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Crimson Newsmagazine

Crimson Newsmagazine

Crimson Newsmagazine

Paso’s Participation Problem

Students and admin take action to get to the root of why many aren’t getting involved in on-campus activities

At the end of every school year comes the yearbook, a 300 page collection of memories from sports games to spirit days and every school activity in-between. For seniors in particular, the yearbook is representative of a closed chapter, and each student gets the opportunity to showcase the activities they chose in their time at PRHS.

Upon looking through his own yearbook year after year, Superintendent Dr. Curt Dubost noticed a concerning trend among seniors: many did not provide a senior photo or did not list any activities they were part of throughout their four years of high school.

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I also see that in clubs that are going on. I see the stronger female involvement with the clubs. You can be part of a whole different program like SkillsUSA, CTE program and not feel the need to have to get involved with anything else because you’re already active.

— Dr. Curt Dubost

Dubost’s and the concern of other administrators and teachers on campus sparked the “Senior Exit Interview” project executed by AP Language teacher Aaron Cantrell in May 2023 in which students from Cantrell’s class conducted the exit interviews with 42 seniors. The seniors interviewed did not provide a senior photo, a list of activities they were involved in, or were missing both items from the upcoming yearbook.

“The worst thing we could do in the face of our disenfranchisement and the lack of involvement would be nothing. So we have to do something,” Cantrell said.

The interviewees were pulled from Sophia Anderson’s, Carrie Baldovin’s, Kevin LeClair’s, Haley Talbert’s, and Zoe Valadez’s English classes. To begin with, each senior was asked to answer “yes or no” to 40 questions known as the 40 Developmental Assets in a Google Form. Each of the questions covered strengths and weaknesses relating to school, home, and community life.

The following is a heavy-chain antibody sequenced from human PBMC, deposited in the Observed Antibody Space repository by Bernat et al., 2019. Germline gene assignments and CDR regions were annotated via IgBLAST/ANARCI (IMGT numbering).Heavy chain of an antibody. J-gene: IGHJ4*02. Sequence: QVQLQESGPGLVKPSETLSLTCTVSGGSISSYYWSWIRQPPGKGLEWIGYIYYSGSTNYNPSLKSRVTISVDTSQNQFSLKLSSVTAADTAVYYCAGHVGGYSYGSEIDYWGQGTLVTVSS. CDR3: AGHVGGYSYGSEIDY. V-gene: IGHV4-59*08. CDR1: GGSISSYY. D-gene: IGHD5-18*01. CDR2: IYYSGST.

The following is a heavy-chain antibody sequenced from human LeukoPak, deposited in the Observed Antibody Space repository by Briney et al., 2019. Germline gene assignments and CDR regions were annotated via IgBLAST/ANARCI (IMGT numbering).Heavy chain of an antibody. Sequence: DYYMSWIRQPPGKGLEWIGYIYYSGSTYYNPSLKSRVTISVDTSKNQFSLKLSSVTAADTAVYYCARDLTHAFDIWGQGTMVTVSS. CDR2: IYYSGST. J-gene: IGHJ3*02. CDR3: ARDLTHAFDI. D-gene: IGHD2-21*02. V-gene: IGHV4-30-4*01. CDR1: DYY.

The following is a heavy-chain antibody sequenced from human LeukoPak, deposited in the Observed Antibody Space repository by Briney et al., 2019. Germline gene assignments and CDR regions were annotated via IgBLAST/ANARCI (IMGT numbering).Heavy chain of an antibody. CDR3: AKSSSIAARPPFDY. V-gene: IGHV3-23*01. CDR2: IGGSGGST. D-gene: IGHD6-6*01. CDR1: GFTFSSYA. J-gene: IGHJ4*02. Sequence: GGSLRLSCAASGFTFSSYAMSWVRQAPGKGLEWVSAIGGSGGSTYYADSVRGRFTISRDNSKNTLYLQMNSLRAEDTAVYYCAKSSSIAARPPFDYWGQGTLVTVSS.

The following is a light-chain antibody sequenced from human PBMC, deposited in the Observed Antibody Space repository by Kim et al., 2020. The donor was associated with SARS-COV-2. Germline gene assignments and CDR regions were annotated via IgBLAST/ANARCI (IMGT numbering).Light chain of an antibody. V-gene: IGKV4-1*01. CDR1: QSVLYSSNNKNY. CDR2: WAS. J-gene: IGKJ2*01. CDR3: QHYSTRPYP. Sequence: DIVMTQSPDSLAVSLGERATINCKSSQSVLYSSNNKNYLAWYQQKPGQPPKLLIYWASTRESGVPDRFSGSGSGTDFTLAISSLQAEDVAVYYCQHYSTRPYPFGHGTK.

Following the interviews, Cantrell’s juniors were asked to write an essay to summarize their findings.

Results of the survey were analyzed by Lori Jordan, Calculus and Algebra II teacher, and Theodore Wagner, PreCalc, Geometry, and AVID teacher. Jordan recorded several areas of concern, whereas Wagner made a record of each Developmental Asset question that 50% or more of seniors lacked.

The survey showed trends among the non-participants. 38% of students expressed that they didn’t see an issue with concerning behaviors, including use of drugs and /or alcohol, and sexual activity. This leads to a question about how the percentage aligns to that of the 34% who attended PRHS for all four years of high school and were not involved in any school activities. Students said that they weren’t involved for one of four reasons: they had a job (some to support their families), were busy with “other activities”, none of their friends were involved, or they had no interest in anything on campus.

You can see that there’s 38% of kids saying this is okay, and there’s 34% who aren’t involved. But what are they involved in then? The numbers really stick out. Are these maybe in the same category?

— Rebecca Justice

Dubost and Justice both suggested that an effective way to get to the root of some concerns is to have PRHS counselors actively reach out to the students, rather than waiting for the students to speak up. Most of the time they’ll stay silent about their indifference to school.

“We have one counselor per grade and lots of counselors with specific areas of responsibility, so it disappoints me that we still have so many students who aren’t being all that they could be. It’s going to take a team approach and we’re going to have to go into a lot of different angles. We’re not talking about a handful of kids; we’re talking about hundreds,” Dubost said.

Jennifer Bedrosian, leadership and dance teacher found it interesting that the participation in school academics within the boys and girls is skewed, and has seen this occurring in many areas.